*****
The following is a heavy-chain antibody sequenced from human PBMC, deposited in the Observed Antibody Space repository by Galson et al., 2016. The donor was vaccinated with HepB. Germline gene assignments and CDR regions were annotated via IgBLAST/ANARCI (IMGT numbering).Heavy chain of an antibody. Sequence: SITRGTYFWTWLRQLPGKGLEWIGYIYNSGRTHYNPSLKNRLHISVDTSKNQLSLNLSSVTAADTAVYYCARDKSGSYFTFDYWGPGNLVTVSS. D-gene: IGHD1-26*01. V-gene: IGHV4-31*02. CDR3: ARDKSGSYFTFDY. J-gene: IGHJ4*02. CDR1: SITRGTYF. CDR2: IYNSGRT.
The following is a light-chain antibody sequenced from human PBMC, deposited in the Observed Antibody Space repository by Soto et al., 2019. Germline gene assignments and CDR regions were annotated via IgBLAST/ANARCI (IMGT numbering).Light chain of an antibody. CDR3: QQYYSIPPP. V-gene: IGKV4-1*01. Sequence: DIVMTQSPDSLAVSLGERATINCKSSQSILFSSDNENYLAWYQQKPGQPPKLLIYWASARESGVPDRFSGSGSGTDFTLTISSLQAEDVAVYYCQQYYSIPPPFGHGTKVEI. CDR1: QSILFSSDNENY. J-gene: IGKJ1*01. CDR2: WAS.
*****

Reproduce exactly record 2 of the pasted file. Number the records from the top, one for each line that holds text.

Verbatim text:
The following is a light-chain antibody sequenced from human PBMC, deposited in the Observed Antibody Space repository by Soto et al., 2019. Germline gene assignments and CDR regions were annotated via IgBLAST/ANARCI (IMGT numbering).Light chain of an antibody. CDR3: QQYYSIPPP. V-gene: IGKV4-1*01. Sequence: DIVMTQSPDSLAVSLGERATINCKSSQSILFSSDNENYLAWYQQKPGQPPKLLIYWASARESGVPDRFSGSGSGTDFTLTISSLQAEDVAVYYCQQYYSIPPPFGHGTKVEI. CDR1: QSILFSSDNENY. J-gene: IGKJ1*01. CDR2: WAS.